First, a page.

Spring has sprung – finally after a late and icy winter here. Just in time for some beautiful new music releases to accompany the sounds, smells and sights of the lushness around you. Hope you can enjoy some of the most optimistic season’s benefits and I can contribute to your joie vivre with the following releases:
Modern Studies consists of accomplished musicians Emily Scott (vocals, organs, piano, double bass), Rob St. John (vocals, guitars, synths, harmonium, tape loops), Pete Harvey (cello, bass, piano – King Creosote and The Leg) and Joe Smillie (drums, mellotron, vocals – Call To Mind and boss of Glasgow’s Glad Cafe).
Their first album”Swell To Great” was released on Song, By Toad Records and later re-released by Fire Records and has given me a lot of joy plus made me very curious of what there was still to come. And there it is, the second album “Welcome Strangers”.
What will you find? Something very special indeed. Some might want to stick the label chamber pop onto the music and although true, this is by no means enough to describe the music of Modern Studies. Magical, haunted music awaits you, lyrically exploring landscapes, also internal ones, strings and brass and wonderful harmony singing by Emily and Rob and ever-changing moods.
A Creative Scotland grant enabled Modern Studies to hire a chamber orchestra and a remote village hall for recording. Everyone is taking part or as the band puts it: Sisters, wives, toddlers, freeform saxophonists and The Pumpkinseeds, an ensemble featuring violins, violas, cellos, trombones and vocals, brought together to play Pete and Emily’s collaborative string, brass and vocal arrangements.
On top there was further embellishing with analogue synths, tube organs, drum machines and mellotrons and also some very creative techniques. Discover it all for yourself on May 18th.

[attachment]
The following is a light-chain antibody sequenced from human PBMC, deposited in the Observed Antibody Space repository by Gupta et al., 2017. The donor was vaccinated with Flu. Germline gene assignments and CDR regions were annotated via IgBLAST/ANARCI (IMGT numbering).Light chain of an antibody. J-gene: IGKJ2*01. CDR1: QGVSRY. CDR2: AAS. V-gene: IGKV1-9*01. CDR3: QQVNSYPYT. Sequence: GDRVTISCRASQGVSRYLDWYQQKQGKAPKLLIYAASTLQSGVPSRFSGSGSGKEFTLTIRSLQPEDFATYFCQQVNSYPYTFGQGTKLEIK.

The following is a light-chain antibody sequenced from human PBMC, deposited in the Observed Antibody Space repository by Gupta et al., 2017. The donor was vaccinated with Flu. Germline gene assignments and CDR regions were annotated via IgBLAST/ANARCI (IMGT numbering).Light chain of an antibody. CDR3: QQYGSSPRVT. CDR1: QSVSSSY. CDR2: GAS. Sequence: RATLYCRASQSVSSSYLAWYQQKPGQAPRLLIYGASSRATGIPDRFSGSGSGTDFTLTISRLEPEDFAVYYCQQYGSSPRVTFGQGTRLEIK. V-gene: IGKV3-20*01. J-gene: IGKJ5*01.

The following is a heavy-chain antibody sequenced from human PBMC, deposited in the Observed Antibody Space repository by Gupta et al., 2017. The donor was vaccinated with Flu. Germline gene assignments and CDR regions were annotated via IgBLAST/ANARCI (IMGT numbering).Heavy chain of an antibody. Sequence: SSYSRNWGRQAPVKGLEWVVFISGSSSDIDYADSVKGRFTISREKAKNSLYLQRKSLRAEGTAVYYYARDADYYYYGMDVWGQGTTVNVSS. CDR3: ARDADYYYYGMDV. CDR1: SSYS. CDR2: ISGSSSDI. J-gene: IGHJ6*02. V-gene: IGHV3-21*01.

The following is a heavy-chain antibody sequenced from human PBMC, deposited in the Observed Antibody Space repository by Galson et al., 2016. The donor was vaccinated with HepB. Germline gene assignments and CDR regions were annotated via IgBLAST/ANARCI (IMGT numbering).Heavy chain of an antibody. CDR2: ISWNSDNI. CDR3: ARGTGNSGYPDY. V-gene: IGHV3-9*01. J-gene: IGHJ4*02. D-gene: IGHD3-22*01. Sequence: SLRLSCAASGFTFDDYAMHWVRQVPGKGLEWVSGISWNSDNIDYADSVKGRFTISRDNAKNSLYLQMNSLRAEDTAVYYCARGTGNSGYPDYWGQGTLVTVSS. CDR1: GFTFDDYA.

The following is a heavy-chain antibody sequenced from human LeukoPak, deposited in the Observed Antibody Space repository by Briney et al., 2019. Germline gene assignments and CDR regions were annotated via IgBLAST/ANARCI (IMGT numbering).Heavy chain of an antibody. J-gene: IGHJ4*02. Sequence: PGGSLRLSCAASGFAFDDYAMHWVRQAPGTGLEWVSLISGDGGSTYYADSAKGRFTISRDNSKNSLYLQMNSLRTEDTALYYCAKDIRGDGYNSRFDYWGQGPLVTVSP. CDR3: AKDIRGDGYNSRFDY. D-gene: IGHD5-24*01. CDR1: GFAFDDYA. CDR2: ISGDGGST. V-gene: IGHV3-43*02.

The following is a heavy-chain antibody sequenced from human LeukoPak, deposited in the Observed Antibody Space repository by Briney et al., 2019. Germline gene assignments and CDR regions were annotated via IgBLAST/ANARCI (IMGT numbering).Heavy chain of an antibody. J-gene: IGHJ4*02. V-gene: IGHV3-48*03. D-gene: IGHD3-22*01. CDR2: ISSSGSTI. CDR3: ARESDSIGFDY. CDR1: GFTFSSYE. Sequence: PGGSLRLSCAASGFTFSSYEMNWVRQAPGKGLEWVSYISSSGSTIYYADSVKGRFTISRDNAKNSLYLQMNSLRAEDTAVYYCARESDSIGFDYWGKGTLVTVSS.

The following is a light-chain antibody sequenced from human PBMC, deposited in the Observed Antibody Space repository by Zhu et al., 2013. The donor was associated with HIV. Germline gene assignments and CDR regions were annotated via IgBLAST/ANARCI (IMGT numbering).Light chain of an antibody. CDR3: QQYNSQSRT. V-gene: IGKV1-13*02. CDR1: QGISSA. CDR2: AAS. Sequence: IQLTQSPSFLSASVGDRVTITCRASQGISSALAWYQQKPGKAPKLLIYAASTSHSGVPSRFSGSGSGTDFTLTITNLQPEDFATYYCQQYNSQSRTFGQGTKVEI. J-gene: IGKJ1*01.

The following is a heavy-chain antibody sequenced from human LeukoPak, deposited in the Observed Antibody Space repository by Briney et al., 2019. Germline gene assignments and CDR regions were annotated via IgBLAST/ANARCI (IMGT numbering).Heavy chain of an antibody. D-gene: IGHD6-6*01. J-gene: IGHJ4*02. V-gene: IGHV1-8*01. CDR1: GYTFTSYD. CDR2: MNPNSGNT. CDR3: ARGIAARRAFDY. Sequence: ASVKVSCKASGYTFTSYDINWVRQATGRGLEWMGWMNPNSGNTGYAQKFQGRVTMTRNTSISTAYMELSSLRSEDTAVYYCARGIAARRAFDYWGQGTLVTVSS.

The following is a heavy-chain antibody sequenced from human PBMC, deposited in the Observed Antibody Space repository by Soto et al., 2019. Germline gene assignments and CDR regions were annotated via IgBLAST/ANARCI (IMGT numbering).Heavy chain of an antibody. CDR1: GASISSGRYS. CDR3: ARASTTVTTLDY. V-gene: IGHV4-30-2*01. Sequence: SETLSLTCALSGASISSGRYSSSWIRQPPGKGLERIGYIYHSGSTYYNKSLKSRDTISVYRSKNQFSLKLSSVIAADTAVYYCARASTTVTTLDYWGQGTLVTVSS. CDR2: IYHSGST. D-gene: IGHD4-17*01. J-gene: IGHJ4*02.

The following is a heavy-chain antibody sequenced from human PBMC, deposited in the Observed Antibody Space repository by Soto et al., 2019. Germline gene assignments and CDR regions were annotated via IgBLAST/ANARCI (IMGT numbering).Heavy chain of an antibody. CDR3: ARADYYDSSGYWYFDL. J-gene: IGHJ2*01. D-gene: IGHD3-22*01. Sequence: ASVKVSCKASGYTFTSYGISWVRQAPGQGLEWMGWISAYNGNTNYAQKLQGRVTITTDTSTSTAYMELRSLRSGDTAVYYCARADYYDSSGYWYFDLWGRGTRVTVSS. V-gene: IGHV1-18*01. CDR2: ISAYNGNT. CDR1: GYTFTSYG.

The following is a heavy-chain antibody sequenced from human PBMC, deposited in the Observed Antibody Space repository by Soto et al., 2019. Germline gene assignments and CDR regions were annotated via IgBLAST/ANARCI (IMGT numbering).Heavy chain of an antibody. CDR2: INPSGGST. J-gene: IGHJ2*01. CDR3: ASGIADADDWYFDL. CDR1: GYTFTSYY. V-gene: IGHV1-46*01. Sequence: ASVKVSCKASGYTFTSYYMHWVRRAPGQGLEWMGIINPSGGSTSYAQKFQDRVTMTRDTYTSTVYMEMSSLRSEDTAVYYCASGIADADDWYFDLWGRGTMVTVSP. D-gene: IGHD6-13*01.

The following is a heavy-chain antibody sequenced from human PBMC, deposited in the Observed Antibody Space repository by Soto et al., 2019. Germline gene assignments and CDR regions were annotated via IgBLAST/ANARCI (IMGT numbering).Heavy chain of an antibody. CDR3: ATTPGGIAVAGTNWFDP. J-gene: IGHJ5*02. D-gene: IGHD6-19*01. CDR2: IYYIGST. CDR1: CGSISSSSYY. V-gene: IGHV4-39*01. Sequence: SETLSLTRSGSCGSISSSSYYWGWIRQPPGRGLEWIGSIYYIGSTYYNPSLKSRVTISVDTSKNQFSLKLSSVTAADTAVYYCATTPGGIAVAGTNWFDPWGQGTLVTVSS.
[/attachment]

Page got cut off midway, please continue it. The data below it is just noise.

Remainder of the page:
The Left Outsides
Alison Cotton (viola and voice) and Mark Nicholas (guitar and voice), a husband and wife duo, are also part of the somewhat wilder Trimdon Grange Explosion but this month they surprise with the long-awaited return of The Left Outsides, their very tender and melancholic musical side. Music to swoon to, to dream to and to be hypnotised by.
“All That Remains” is the fifth album by The Left Outsides and it is one of those albums which merits full album, in the correct order of songs headphone listening. The classic way, so to speak. Because that is what this albums encapsulates: Despite all excursions within the music, “All That Remains” is a classical folk album that is inspired by its creators and imprinted with their unmistakable musical trademark. Out on 28th of May (yep, patience!) via Cardinal Fuzz Records.
The Room In A Wood
Do you remember the GOOD 80s music? Yes, of course it existed. The eighties continued the punk year’s motto of everyone can do it and a lot of astounding and innovative music came from young kids all over the world. Certainly a hub for this phenomenon was – again – Liverpool in the UK. Shame on me, I had almost, really almost, forgotten among all the Liverpudlian bands, the very fine The Room. The Room split in 1985. And now, for the first time Paul Cavanagh and Dave Jackson of The Room have worked together again. No less than thirty songs were the result, filtered down to 14, three of which you can avail yourself now on the EP “Magical Thinking” by, yes, The Room In A Wood.
A cauldron of musical genres gelling into something very special. The blues is there, glam is there, postpunk is, and folk too. I even find some lovely psych there. All in three lovey pearls of songs.